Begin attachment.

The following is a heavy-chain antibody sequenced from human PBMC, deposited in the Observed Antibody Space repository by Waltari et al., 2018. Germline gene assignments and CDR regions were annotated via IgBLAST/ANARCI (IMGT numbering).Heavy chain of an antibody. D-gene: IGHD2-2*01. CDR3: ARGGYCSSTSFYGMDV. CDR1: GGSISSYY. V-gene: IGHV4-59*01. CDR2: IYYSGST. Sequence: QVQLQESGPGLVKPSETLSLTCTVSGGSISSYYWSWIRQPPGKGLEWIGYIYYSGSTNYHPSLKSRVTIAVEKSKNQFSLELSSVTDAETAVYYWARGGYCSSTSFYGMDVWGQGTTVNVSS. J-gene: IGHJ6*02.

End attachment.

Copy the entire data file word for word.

The following is a heavy-chain antibody sequenced from human PBMC, deposited in the Observed Antibody Space repository by Waltari et al., 2018. Germline gene assignments and CDR regions were annotated via IgBLAST/ANARCI (IMGT numbering).Heavy chain of an antibody. D-gene: IGHD2-2*01. CDR3: ARGGYCSSTSFYGMDV. CDR1: GGSISSYY. V-gene: IGHV4-59*01. CDR2: IYYSGST. Sequence: QVQLQESGPGLVKPSETLSLTCTVSGGSISSYYWSWIRQPPGKGLEWIGYIYYSGSTNYHPSLKSRVTIAVEKSKNQFSLELSSVTDAETAVYYWARGGYCSSTSFYGMDVWGQGTTVNVSS. J-gene: IGHJ6*02.